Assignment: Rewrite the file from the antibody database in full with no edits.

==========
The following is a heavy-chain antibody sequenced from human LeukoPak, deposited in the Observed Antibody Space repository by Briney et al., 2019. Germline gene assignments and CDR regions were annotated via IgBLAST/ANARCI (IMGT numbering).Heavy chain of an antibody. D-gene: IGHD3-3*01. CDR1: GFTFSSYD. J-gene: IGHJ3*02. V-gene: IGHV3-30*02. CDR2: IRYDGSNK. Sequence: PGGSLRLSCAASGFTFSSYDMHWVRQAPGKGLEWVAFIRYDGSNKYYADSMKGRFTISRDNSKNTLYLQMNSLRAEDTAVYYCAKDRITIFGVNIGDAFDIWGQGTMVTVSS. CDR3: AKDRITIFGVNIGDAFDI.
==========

The following is a heavy-chain antibody sequenced from human LeukoPak, deposited in the Observed Antibody Space repository by Briney et al., 2019. Germline gene assignments and CDR regions were annotated via IgBLAST/ANARCI (IMGT numbering).Heavy chain of an antibody. D-gene: IGHD3-3*01. CDR1: GFTFSSYD. J-gene: IGHJ3*02. V-gene: IGHV3-30*02. CDR2: IRYDGSNK. Sequence: PGGSLRLSCAASGFTFSSYDMHWVRQAPGKGLEWVAFIRYDGSNKYYADSMKGRFTISRDNSKNTLYLQMNSLRAEDTAVYYCAKDRITIFGVNIGDAFDIWGQGTMVTVSS. CDR3: AKDRITIFGVNIGDAFDI.